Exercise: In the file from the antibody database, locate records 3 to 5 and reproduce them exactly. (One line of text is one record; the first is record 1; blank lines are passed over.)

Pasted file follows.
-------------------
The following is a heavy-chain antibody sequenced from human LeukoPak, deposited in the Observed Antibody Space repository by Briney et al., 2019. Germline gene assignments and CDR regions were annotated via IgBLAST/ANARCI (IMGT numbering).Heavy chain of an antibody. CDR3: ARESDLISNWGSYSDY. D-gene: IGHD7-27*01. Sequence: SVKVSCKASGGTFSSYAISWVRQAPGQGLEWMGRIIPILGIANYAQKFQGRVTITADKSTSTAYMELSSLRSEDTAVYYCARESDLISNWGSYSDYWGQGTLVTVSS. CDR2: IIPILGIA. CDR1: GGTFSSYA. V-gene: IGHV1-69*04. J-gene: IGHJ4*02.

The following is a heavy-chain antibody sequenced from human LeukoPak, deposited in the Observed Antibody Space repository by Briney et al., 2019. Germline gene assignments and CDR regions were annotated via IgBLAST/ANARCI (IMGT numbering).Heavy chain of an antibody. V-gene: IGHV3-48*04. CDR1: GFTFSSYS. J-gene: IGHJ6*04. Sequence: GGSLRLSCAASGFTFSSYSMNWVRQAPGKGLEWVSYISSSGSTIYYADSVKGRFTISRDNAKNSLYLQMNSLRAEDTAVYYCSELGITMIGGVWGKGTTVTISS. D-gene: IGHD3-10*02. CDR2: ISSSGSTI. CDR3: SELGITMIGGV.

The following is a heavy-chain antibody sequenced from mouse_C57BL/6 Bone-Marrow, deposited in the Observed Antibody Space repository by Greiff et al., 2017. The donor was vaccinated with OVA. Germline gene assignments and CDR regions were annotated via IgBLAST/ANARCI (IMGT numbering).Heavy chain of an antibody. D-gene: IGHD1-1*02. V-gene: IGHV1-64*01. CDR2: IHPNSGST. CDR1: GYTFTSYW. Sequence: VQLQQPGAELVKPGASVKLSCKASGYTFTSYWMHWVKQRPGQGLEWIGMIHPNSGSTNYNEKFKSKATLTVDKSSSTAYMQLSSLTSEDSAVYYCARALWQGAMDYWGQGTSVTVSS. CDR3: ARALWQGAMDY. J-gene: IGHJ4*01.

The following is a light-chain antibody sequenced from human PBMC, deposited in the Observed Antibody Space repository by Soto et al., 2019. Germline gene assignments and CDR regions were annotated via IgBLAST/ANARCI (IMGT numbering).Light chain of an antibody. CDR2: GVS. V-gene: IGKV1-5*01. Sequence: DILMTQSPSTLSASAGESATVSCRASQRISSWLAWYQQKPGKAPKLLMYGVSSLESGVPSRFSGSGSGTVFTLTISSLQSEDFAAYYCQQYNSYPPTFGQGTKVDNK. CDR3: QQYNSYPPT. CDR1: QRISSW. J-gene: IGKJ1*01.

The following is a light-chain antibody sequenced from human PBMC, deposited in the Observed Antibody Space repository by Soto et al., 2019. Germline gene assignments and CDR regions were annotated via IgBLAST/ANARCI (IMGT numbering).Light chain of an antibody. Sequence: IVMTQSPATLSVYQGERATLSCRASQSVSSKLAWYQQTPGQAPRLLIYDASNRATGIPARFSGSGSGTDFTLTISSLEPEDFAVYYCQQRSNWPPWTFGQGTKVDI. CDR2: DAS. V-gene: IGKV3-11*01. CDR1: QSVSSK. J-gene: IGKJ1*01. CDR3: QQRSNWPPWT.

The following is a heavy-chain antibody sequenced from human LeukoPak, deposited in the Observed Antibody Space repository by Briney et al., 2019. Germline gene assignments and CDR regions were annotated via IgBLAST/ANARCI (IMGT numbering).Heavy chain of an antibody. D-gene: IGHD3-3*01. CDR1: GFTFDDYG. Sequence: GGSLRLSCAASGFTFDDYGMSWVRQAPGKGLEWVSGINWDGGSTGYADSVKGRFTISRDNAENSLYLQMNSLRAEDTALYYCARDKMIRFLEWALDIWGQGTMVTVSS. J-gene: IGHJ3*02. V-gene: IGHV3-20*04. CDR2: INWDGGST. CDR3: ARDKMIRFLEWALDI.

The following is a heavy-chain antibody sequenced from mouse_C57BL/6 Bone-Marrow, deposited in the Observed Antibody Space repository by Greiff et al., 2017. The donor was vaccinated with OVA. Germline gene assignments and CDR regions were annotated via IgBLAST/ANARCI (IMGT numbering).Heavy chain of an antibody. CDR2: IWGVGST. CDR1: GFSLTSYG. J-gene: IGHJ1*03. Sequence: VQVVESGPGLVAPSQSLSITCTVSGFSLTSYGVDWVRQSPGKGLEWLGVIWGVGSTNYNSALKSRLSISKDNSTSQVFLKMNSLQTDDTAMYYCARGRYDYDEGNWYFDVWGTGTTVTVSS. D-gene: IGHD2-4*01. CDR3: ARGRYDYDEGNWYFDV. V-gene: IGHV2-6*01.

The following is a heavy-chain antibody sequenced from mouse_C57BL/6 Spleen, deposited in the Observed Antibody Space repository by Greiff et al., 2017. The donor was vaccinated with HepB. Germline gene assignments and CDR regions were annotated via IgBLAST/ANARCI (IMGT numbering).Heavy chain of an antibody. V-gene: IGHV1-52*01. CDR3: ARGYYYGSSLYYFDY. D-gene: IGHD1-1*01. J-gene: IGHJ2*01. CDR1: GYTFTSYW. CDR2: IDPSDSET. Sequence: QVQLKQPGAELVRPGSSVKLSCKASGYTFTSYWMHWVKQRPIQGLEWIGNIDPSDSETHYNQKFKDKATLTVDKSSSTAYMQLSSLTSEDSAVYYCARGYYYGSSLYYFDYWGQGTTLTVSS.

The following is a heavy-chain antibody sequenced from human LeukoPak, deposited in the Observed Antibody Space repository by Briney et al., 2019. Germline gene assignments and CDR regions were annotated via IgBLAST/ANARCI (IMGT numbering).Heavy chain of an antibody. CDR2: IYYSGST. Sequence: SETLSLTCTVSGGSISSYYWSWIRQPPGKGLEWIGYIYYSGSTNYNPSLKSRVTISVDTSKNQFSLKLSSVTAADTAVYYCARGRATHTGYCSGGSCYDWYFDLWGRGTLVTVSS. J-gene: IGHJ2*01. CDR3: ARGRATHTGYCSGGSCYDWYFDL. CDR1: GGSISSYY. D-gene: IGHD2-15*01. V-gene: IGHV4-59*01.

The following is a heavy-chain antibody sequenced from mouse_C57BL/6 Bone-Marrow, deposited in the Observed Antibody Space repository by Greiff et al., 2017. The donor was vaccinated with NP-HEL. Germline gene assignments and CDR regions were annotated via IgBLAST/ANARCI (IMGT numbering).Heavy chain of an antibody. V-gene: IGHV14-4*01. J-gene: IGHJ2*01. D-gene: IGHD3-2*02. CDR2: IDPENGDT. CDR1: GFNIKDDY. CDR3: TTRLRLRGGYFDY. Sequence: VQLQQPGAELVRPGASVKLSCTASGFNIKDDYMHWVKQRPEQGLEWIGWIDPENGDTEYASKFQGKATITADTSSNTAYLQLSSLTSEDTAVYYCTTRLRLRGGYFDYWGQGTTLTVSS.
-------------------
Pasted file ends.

The following is a heavy-chain antibody sequenced from mouse_C57BL/6 Bone-Marrow, deposited in the Observed Antibody Space repository by Greiff et al., 2017. The donor was vaccinated with OVA. Germline gene assignments and CDR regions were annotated via IgBLAST/ANARCI (IMGT numbering).Heavy chain of an antibody. D-gene: IGHD1-1*02. V-gene: IGHV1-64*01. CDR2: IHPNSGST. CDR1: GYTFTSYW. Sequence: VQLQQPGAELVKPGASVKLSCKASGYTFTSYWMHWVKQRPGQGLEWIGMIHPNSGSTNYNEKFKSKATLTVDKSSSTAYMQLSSLTSEDSAVYYCARALWQGAMDYWGQGTSVTVSS. CDR3: ARALWQGAMDY. J-gene: IGHJ4*01.

The following is a light-chain antibody sequenced from human PBMC, deposited in the Observed Antibody Space repository by Soto et al., 2019. Germline gene assignments and CDR regions were annotated via IgBLAST/ANARCI (IMGT numbering).Light chain of an antibody. CDR2: GVS. V-gene: IGKV1-5*01. Sequence: DILMTQSPSTLSASAGESATVSCRASQRISSWLAWYQQKPGKAPKLLMYGVSSLESGVPSRFSGSGSGTVFTLTISSLQSEDFAAYYCQQYNSYPPTFGQGTKVDNK. CDR3: QQYNSYPPT. CDR1: QRISSW. J-gene: IGKJ1*01.

The following is a light-chain antibody sequenced from human PBMC, deposited in the Observed Antibody Space repository by Soto et al., 2019. Germline gene assignments and CDR regions were annotated via IgBLAST/ANARCI (IMGT numbering).Light chain of an antibody. Sequence: IVMTQSPATLSVYQGERATLSCRASQSVSSKLAWYQQTPGQAPRLLIYDASNRATGIPARFSGSGSGTDFTLTISSLEPEDFAVYYCQQRSNWPPWTFGQGTKVDI. CDR2: DAS. V-gene: IGKV3-11*01. CDR1: QSVSSK. J-gene: IGKJ1*01. CDR3: QQRSNWPPWT.